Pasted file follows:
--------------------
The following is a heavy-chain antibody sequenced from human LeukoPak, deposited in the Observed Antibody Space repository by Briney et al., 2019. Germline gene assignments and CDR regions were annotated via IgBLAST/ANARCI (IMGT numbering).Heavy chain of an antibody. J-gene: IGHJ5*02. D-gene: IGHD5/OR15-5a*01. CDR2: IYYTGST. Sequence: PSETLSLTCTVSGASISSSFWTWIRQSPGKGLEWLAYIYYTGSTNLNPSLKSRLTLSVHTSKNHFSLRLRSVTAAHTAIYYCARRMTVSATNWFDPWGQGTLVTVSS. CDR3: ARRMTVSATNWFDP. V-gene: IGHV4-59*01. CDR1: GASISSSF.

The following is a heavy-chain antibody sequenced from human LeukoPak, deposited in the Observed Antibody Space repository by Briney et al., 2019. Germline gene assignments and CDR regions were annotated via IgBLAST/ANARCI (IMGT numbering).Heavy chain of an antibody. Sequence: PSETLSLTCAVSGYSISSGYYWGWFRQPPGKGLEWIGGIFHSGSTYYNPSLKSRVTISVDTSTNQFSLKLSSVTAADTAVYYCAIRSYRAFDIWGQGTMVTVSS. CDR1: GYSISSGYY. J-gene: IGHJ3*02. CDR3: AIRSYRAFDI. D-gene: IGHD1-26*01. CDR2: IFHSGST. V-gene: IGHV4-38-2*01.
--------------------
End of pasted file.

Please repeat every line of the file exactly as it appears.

The following is a heavy-chain antibody sequenced from human LeukoPak, deposited in the Observed Antibody Space repository by Briney et al., 2019. Germline gene assignments and CDR regions were annotated via IgBLAST/ANARCI (IMGT numbering).Heavy chain of an antibody. J-gene: IGHJ5*02. D-gene: IGHD5/OR15-5a*01. CDR2: IYYTGST. Sequence: PSETLSLTCTVSGASISSSFWTWIRQSPGKGLEWLAYIYYTGSTNLNPSLKSRLTLSVHTSKNHFSLRLRSVTAAHTAIYYCARRMTVSATNWFDPWGQGTLVTVSS. CDR3: ARRMTVSATNWFDP. V-gene: IGHV4-59*01. CDR1: GASISSSF.

The following is a heavy-chain antibody sequenced from human LeukoPak, deposited in the Observed Antibody Space repository by Briney et al., 2019. Germline gene assignments and CDR regions were annotated via IgBLAST/ANARCI (IMGT numbering).Heavy chain of an antibody. Sequence: PSETLSLTCAVSGYSISSGYYWGWFRQPPGKGLEWIGGIFHSGSTYYNPSLKSRVTISVDTSTNQFSLKLSSVTAADTAVYYCAIRSYRAFDIWGQGTMVTVSS. CDR1: GYSISSGYY. J-gene: IGHJ3*02. CDR3: AIRSYRAFDI. D-gene: IGHD1-26*01. CDR2: IFHSGST. V-gene: IGHV4-38-2*01.